Crohn's disease is a type of inflammatory bowel disease (IBD). This chronic disorder causes inflammation in the digestive tract, also known as the GI tract, which can lead to abdominal pain, diarrhea, rectal bleeding and other symptoms. Inflammation from Crohn’s can affect any area of the GI tract from the mouth to the rectum. It most commonly affects the lower part of the small intestine.
Crohn's disease may be difficult to diagnose because its symptoms are so similar to other intestinal disorders. These symptoms can range from mild to severe and may develop gradually or can come on suddenly. Some people with Crohn’s may experience periods of remission where they have no symptoms.
Warning Signs and Symptoms
- Abdominal pain and cramping
- Bleeding from the rectum
- Weight loss
People with severe Crohn’s disease may experience these symptoms as well:
- Joint pain
- Skin disorders
- Mouth sores
- Eye inflammation
- Inflammation of liver or bile ducts
The exact cause of Crohn’s is unknown, but there are a number of factors that can contribute to the development of Crohn’s disease
- Immune system- It's possible that an infection may trigger Crohn's disease. When your immune system tries to fight off viruses, an abnormal immune response causes the immune system to attack the cells in the digestive tract, too.
- Hereditary- Crohn’s is more common in people who have a family history of the disease.
- Age- While Crohn’s can occur at any age, you are more likely to develop this disease when you are young. Most people develop Crohn’s before they are 30.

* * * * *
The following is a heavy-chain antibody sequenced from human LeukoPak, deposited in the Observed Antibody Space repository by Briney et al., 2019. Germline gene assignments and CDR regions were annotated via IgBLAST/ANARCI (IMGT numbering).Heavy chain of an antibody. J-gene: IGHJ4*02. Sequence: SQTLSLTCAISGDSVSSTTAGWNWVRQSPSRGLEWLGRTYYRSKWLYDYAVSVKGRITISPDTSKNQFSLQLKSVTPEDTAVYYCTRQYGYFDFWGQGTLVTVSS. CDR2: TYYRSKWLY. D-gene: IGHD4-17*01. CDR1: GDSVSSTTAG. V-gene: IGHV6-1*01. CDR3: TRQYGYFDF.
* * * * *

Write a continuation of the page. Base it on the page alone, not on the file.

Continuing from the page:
- Ethnicity- Whites have the highest risk factor for developing Crohn’s disease, but it can affect any ethnic group. If you’re of Eastern European Jewish decent, your risk is higher.
- Smoking- Cigarette smoking is the most controllable risk factor. It leads to more severe disease and a higher risk of surgery.
- Where you live- People living in urban areas or in an industrialized country are more likely to develop Crohn's disease. Environmental factors, including a diet high in fat or refined foods, play a role in Crohn's disease.
Crohn’s disease can lead to a number of complications such as bowel obstruction, fistulas (abnormal connections between the GI tract and other parts of the body), anal fissures and malnutrition. Crohn’s may also increase your risk for developing colon cancer.
Tests to Diagnose Crohn’s Disease
- Blood tests
- Fecal occult blood test
- Flexible sigmoidoscopy
- CT scan
- Magnetic resonance imaging
- Capsule endoscopy
- Double balloon endoscopy
- Small bowel imaging
- Barium enema
There is currently no cure for Crohn’s disease and there is no one treatment that works for everyone. Medical treatment can reduce the inflammation that triggers the signs and symptoms of Crohn’s and can also limit complications. Medical treatment can also lead to long-term remission as well as symptom relief. The types of drug therapy include anti-inflammatory drugs, immune system suppressors and antibiotics. If diet and lifestyle changes along with drug therapy do not improve symptoms, your GI may recommend surgery to remove the damaged portion of your GI tract.